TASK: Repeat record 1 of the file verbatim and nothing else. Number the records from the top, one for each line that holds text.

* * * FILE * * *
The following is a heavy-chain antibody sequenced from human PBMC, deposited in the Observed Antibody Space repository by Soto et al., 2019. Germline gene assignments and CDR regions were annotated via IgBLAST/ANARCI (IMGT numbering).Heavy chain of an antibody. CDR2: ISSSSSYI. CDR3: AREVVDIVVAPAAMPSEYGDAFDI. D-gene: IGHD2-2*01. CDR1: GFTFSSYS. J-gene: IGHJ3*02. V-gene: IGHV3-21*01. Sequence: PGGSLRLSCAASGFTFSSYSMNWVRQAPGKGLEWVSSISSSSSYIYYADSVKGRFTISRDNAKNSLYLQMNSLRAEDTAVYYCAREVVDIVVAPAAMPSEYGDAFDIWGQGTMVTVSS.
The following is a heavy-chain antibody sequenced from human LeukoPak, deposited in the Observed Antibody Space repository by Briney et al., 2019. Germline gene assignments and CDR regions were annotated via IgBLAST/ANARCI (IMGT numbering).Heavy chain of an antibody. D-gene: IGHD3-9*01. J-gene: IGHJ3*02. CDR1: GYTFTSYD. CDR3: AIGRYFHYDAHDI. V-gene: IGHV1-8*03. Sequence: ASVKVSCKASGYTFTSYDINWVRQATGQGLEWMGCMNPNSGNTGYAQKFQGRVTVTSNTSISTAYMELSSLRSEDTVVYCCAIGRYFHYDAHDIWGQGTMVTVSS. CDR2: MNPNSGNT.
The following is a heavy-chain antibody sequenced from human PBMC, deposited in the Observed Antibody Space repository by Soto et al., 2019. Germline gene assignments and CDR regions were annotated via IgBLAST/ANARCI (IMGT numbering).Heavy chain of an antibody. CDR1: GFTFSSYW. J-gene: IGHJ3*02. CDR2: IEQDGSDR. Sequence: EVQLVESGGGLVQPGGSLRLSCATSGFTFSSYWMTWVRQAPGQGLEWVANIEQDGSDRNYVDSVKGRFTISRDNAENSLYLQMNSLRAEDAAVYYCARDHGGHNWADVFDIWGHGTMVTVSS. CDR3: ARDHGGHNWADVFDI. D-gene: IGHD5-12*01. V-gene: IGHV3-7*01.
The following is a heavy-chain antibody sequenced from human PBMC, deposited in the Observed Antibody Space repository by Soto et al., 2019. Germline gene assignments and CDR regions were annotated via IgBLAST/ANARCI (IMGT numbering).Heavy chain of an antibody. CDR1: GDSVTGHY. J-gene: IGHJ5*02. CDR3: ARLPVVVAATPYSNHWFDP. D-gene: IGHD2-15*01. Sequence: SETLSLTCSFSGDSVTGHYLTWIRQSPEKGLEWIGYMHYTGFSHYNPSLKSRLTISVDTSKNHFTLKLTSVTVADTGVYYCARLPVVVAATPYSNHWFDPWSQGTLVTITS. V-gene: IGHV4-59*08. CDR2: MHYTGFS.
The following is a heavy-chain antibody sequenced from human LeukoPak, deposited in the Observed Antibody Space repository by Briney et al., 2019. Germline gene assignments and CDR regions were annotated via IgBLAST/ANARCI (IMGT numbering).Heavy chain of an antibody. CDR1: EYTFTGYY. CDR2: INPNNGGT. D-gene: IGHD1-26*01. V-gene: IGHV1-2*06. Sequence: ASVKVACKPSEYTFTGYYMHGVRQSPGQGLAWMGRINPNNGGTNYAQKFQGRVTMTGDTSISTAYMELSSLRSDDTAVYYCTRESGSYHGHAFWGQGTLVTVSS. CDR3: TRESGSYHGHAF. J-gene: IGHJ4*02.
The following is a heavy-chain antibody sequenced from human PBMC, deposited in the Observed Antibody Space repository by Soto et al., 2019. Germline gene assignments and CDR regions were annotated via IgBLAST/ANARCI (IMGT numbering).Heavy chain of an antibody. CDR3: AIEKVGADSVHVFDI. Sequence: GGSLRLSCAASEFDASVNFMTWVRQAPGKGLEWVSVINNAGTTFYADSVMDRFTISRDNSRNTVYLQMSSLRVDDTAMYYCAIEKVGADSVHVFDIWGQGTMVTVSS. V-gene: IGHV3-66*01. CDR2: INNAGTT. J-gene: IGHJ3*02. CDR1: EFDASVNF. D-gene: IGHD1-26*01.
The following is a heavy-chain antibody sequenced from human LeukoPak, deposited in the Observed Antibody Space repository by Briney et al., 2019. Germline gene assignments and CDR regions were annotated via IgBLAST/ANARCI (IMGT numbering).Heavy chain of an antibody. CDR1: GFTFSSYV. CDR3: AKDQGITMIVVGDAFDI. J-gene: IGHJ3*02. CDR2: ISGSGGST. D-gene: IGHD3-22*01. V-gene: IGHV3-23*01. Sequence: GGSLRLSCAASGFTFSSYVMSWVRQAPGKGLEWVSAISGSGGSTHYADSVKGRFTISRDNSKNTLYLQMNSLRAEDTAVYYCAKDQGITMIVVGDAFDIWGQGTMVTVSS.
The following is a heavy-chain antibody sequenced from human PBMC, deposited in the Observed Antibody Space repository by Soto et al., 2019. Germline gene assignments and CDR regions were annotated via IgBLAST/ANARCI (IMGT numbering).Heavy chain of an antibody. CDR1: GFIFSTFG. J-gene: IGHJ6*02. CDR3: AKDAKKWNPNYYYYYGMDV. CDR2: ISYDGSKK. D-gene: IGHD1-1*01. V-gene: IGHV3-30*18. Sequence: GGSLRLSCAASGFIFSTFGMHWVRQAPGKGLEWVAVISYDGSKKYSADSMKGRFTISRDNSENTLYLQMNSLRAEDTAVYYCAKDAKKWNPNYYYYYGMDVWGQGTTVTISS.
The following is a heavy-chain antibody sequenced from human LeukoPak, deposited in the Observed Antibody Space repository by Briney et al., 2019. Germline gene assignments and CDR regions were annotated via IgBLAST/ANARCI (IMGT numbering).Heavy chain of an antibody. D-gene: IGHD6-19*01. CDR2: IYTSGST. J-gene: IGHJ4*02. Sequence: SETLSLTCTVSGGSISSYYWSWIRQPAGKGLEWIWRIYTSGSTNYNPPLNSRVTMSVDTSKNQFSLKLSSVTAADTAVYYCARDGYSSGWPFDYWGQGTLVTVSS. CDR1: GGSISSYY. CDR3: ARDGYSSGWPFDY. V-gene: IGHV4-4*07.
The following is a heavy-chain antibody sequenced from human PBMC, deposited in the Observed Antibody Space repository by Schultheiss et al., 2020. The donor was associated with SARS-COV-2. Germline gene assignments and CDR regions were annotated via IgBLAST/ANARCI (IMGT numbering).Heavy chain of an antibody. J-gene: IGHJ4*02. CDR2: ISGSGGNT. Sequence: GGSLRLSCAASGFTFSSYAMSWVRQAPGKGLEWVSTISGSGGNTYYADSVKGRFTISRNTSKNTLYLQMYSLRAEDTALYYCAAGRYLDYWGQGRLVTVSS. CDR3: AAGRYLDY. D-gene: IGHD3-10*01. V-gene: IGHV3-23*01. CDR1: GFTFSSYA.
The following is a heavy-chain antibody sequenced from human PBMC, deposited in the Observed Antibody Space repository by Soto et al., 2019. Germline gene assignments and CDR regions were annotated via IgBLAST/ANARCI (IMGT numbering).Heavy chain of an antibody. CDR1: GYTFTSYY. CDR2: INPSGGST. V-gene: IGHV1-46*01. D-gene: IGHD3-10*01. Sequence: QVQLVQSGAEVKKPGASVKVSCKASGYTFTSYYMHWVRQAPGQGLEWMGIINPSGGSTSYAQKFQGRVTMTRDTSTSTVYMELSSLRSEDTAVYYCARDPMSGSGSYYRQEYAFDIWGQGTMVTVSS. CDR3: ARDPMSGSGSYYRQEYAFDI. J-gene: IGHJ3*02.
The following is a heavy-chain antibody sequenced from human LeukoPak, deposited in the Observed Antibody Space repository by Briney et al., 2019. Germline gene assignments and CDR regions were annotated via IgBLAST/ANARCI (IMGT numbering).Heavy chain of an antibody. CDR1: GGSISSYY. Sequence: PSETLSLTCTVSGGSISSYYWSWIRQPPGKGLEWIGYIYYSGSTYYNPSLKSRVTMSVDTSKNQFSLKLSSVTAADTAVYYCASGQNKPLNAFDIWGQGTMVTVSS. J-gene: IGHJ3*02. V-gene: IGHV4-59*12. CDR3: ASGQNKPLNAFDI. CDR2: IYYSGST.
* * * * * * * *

The following is a heavy-chain antibody sequenced from human PBMC, deposited in the Observed Antibody Space repository by Soto et al., 2019. Germline gene assignments and CDR regions were annotated via IgBLAST/ANARCI (IMGT numbering).Heavy chain of an antibody. CDR2: ISSSSSYI. CDR3: AREVVDIVVAPAAMPSEYGDAFDI. D-gene: IGHD2-2*01. CDR1: GFTFSSYS. J-gene: IGHJ3*02. V-gene: IGHV3-21*01. Sequence: PGGSLRLSCAASGFTFSSYSMNWVRQAPGKGLEWVSSISSSSSYIYYADSVKGRFTISRDNAKNSLYLQMNSLRAEDTAVYYCAREVVDIVVAPAAMPSEYGDAFDIWGQGTMVTVSS.